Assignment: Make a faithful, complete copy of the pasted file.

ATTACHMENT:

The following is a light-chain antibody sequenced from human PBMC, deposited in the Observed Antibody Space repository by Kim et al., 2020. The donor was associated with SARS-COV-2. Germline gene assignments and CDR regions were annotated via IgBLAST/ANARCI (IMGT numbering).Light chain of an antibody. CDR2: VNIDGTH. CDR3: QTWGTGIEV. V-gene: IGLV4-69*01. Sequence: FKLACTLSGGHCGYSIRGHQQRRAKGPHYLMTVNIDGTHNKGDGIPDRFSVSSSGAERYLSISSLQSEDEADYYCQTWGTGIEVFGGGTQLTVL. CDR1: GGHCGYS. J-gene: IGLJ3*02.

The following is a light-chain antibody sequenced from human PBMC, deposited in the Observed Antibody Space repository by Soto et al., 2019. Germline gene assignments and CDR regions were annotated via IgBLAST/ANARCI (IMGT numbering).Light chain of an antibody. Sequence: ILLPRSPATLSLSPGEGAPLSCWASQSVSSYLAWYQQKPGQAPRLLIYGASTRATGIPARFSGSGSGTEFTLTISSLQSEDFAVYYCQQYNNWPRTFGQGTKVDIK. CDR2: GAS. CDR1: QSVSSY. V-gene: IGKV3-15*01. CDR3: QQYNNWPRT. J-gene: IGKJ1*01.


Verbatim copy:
The following is a light-chain antibody sequenced from human PBMC, deposited in the Observed Antibody Space repository by Kim et al., 2020. The donor was associated with SARS-COV-2. Germline gene assignments and CDR regions were annotated via IgBLAST/ANARCI (IMGT numbering).Light chain of an antibody. CDR2: VNIDGTH. CDR3: QTWGTGIEV. V-gene: IGLV4-69*01. Sequence: FKLACTLSGGHCGYSIRGHQQRRAKGPHYLMTVNIDGTHNKGDGIPDRFSVSSSGAERYLSISSLQSEDEADYYCQTWGTGIEVFGGGTQLTVL. CDR1: GGHCGYS. J-gene: IGLJ3*02.

The following is a light-chain antibody sequenced from human PBMC, deposited in the Observed Antibody Space repository by Soto et al., 2019. Germline gene assignments and CDR regions were annotated via IgBLAST/ANARCI (IMGT numbering).Light chain of an antibody. Sequence: ILLPRSPATLSLSPGEGAPLSCWASQSVSSYLAWYQQKPGQAPRLLIYGASTRATGIPARFSGSGSGTEFTLTISSLQSEDFAVYYCQQYNNWPRTFGQGTKVDIK. CDR2: GAS. CDR1: QSVSSY. V-gene: IGKV3-15*01. CDR3: QQYNNWPRT. J-gene: IGKJ1*01.